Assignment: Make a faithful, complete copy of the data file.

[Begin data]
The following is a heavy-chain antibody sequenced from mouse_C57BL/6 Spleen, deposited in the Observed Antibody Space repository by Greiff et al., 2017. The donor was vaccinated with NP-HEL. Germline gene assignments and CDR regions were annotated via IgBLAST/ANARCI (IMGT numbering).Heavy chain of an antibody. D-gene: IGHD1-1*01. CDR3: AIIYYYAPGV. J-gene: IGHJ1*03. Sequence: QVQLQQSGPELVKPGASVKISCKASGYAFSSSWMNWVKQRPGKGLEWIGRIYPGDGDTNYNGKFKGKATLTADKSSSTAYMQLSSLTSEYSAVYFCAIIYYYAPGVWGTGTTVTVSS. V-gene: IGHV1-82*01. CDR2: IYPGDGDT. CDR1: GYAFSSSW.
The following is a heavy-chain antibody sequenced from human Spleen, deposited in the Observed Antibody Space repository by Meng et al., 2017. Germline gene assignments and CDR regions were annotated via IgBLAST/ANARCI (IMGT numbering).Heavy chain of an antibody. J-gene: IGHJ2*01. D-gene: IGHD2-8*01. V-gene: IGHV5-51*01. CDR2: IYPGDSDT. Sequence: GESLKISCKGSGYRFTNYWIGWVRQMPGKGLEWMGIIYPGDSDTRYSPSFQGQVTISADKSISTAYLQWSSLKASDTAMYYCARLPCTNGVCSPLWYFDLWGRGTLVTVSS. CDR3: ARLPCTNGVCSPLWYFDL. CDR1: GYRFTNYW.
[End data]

The following is a heavy-chain antibody sequenced from mouse_C57BL/6 Spleen, deposited in the Observed Antibody Space repository by Greiff et al., 2017. The donor was vaccinated with NP-HEL. Germline gene assignments and CDR regions were annotated via IgBLAST/ANARCI (IMGT numbering).Heavy chain of an antibody. D-gene: IGHD1-1*01. CDR3: AIIYYYAPGV. J-gene: IGHJ1*03. Sequence: QVQLQQSGPELVKPGASVKISCKASGYAFSSSWMNWVKQRPGKGLEWIGRIYPGDGDTNYNGKFKGKATLTADKSSSTAYMQLSSLTSEYSAVYFCAIIYYYAPGVWGTGTTVTVSS. V-gene: IGHV1-82*01. CDR2: IYPGDGDT. CDR1: GYAFSSSW.
The following is a heavy-chain antibody sequenced from human Spleen, deposited in the Observed Antibody Space repository by Meng et al., 2017. Germline gene assignments and CDR regions were annotated via IgBLAST/ANARCI (IMGT numbering).Heavy chain of an antibody. J-gene: IGHJ2*01. D-gene: IGHD2-8*01. V-gene: IGHV5-51*01. CDR2: IYPGDSDT. Sequence: GESLKISCKGSGYRFTNYWIGWVRQMPGKGLEWMGIIYPGDSDTRYSPSFQGQVTISADKSISTAYLQWSSLKASDTAMYYCARLPCTNGVCSPLWYFDLWGRGTLVTVSS. CDR3: ARLPCTNGVCSPLWYFDL. CDR1: GYRFTNYW.